Is God the judge or the widow?
I have been wondering this week, “Is God the judge or the widow?” in our gospel lesson for today.
Maybe you will tell me that God is the judge, and we are the widow. This is what I would have told YOU, had you asked me this question last week. As the child of a preacher, I can’t begin to tell you how many sermons I have heard about this parable. And in each and every one the message was clear:
Be like the widow who keeps asking the judge for justice. Pray hard, be persistent, and God will give you what you ask for.
In other words, nag God into submission.
In reflecting on this lesson for myself this week, I have come to understand why we preachers all go this route. We take this approach because Luke himself interprets Jesus’ parable this way for us.
Luke introduces the parable by telling us what the parable means. Luke says, “Jesus told his disciples a parable about their need to pray always and not to lose heart.” We know that this was Luke’s interpretation, Luke’s sermon, because Jesus only rarely told his disciples what a parable meant. And when he did, the text made a big deal out of both Jesus’ explanation and of the disciples’ seeming inability to interpret for themselves what the parable meant. But in our gospel lesson today we only have Luke telling us what the parable means, then the sharing of the parable itself.
In other words, the interpretation Luke gave might not have been original to Jesus. I feel fairly comfortable in saying this because Jesus’ parables defy being so neatly interpreted. There is always room in Jesus’ parables for another point of view.
The point of view I would like us to think about this morning is from the inside of the parable. You see, the traditional interpretation of the story of a nagging woman and an unjust judge rests on us being the nag and God being the judge. Luke thinks that we should be persistent in prayer, even when we don’t get what we ask for right away. And Luke is right about this. Luke’s idea is that God will be even more inclined to give us what we pray for than the unjust judge.
The trouble with Luke’s thesis is that the God I know isn’t always like this—is he? Does the God to whom you pray always let you pray him into doing what you want, let you pray him into giving you whatever you want?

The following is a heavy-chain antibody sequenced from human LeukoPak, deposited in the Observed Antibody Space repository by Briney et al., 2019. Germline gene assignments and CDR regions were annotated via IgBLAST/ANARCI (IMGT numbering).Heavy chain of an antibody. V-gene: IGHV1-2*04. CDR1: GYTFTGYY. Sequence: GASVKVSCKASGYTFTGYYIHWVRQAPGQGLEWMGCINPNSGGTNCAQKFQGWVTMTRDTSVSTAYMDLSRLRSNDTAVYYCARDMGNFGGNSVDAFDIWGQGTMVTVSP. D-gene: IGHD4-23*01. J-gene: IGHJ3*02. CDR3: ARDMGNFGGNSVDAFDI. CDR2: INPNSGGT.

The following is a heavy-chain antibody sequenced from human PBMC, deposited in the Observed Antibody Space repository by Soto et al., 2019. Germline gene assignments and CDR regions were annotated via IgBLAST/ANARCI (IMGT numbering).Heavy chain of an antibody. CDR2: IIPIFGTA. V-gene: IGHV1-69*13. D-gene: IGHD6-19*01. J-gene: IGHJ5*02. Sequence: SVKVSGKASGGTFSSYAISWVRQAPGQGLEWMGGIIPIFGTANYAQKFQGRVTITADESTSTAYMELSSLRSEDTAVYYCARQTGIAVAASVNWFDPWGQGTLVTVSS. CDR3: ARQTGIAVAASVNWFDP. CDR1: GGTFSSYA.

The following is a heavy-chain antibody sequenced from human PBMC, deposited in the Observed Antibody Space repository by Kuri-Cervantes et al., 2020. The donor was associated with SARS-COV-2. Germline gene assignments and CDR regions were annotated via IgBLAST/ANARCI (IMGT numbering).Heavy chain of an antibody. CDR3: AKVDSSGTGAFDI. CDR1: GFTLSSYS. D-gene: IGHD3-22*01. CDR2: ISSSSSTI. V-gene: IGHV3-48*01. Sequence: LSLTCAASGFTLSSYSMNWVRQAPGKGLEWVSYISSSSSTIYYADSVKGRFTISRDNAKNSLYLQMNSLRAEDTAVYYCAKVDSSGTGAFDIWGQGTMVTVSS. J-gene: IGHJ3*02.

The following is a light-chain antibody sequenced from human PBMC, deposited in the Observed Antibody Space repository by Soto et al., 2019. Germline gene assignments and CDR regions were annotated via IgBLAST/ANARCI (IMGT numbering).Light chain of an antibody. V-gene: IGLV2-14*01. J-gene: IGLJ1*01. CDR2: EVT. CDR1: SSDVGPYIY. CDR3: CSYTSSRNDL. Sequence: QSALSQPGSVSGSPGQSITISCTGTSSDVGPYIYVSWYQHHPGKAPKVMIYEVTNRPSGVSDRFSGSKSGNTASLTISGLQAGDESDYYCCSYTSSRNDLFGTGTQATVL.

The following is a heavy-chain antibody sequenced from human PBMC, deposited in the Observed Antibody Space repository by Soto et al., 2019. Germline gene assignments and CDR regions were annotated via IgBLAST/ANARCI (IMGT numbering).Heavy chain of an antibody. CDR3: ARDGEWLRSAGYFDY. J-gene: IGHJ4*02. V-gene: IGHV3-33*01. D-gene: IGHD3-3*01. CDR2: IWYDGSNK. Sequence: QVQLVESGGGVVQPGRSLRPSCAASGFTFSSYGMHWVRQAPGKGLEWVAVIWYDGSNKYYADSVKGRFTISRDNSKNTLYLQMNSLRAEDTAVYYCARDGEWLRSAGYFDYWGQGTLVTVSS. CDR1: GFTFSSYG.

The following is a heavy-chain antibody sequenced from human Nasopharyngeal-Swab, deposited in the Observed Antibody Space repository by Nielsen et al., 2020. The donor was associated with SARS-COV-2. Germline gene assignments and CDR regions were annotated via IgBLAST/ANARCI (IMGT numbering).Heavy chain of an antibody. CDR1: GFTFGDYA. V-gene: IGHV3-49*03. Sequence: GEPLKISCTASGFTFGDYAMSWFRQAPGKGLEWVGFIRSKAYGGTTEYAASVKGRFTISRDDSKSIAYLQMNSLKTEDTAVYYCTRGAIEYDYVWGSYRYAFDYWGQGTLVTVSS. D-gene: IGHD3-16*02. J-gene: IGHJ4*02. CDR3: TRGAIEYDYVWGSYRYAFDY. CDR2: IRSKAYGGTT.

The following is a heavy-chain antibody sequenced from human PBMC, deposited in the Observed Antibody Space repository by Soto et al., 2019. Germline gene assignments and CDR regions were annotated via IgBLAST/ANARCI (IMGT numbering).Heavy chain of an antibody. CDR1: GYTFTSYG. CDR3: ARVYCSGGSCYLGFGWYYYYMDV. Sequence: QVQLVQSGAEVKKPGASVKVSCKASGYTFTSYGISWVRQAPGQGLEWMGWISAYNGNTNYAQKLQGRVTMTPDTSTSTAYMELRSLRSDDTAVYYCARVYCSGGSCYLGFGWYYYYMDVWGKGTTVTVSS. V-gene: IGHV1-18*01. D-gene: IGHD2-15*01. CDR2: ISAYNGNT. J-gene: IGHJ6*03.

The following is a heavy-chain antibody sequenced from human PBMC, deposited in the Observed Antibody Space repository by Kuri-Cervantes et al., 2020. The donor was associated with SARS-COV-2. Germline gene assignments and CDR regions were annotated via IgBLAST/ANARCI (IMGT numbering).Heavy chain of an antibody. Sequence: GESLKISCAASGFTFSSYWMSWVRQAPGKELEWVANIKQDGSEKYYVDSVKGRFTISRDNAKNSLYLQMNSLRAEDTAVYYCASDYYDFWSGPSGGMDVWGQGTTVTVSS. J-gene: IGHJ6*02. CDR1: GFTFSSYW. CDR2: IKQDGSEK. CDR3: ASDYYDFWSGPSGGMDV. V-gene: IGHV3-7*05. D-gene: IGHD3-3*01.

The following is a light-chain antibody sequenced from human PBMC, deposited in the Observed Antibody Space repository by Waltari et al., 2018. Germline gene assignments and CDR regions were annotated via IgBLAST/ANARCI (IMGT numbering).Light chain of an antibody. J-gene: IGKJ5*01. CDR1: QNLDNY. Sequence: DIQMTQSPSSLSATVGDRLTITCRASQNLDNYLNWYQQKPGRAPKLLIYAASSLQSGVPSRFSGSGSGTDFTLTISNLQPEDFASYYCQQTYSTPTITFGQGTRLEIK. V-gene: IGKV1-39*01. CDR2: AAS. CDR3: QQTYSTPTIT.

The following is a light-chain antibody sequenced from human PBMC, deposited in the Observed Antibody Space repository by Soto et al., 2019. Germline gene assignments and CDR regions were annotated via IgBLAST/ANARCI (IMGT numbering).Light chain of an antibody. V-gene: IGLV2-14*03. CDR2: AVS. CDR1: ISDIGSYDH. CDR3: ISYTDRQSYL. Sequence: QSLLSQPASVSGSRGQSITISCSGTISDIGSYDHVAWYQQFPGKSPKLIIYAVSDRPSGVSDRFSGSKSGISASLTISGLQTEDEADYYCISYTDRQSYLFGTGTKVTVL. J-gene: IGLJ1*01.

Sometimes. Just this past week our whole community prayed for the brother of one of our members to be healed. Let there be no mistake; the man who needed healing was at death’s door, with very little hope for recovery. Yet our community prayed, and the man was healed. But what if the man hadn’t been healed? Haven’t we all prayed for physical healing that did not appear to happen?
Luke says to pray hard, and keep on praying. And I, too, think that this is prudent advice. And yet I wonder if this is all that Jesus’ parable about a widow and a judge means.
And so I wonder, what if God isn’t the judge? What if WE are the judge? Aren’t we the ones who can be unjust? Aren’t we the ones who can let ourselves be nagged into doing the right thing? “Wait a minute,” you might say, “If we are the unjust judge, who’s the woman who keeps asking the judge for justice?”
I read one theologian this week who suggested that God is the woman, the widow. He thinks that we can reinterpret, can recast, Jesus’ parable in this way because of God’s great concern for the widow and the orphans among us.
In fact, all throughout the Old Testament God judges people and nations by how well they care for the widows and others who just can’t fend for themselves. And in Psalm 68 we read that God IS the widow and the orphan. Isn’t God always nagging us, nudging us, and cajoling us to recognize God in the poorest and neediest among us?
For I was hungry and you gave me food, I was thirsty and you gave me drink, I was a stranger and you welcomed me…
If this theologian is in any way correct, today’s parable isn’t just about the need to not lose heart when our prayers don’t seem to be answered. If this theologian is in any way insightful, then Jesus’ parable also can speak to us today about our need to listen to the poorest and the neediest and to let their prayers move us into action to make our world a more just place, a more God-filled place. Isn’t moving us into action in the name of justice what following Jesus is all about?
My own experience is this: If we, like the widow in today’s gospel, importune God for justice, beg God for justice, quite often before I know how such a thing has come to be, I myself have become God’s instrument of carrying out the very justice that I had demanded of God.
Like Jacob in our Old Testament lesson today, I spent many years begging God for a blessing. And what I have learned is to get a blessing, I have to be a blessing. Isn’t this how God works most often, by making us his instruments of justice, of healing, of reconciliation? God doesn’t let us go until we do for others what we have asked him to do for us.
There was a time in this church’s history when we begged God for racial equality and justice. And God has made us an instrument of helping bring that justice to pass. There was a time in this church’s history when we were very concerned about the poor, prayed for the poor to have food. And God has made us an instrument of feeding those in our community who are hungry.
As to whether God is the judge or the begging woman, like most of these questions, the answer is “Yes!” So, I say to you today, “Pray without ceasing, don’t lost faith, but don’t be surprised when God uses your prayers in surprising ways.”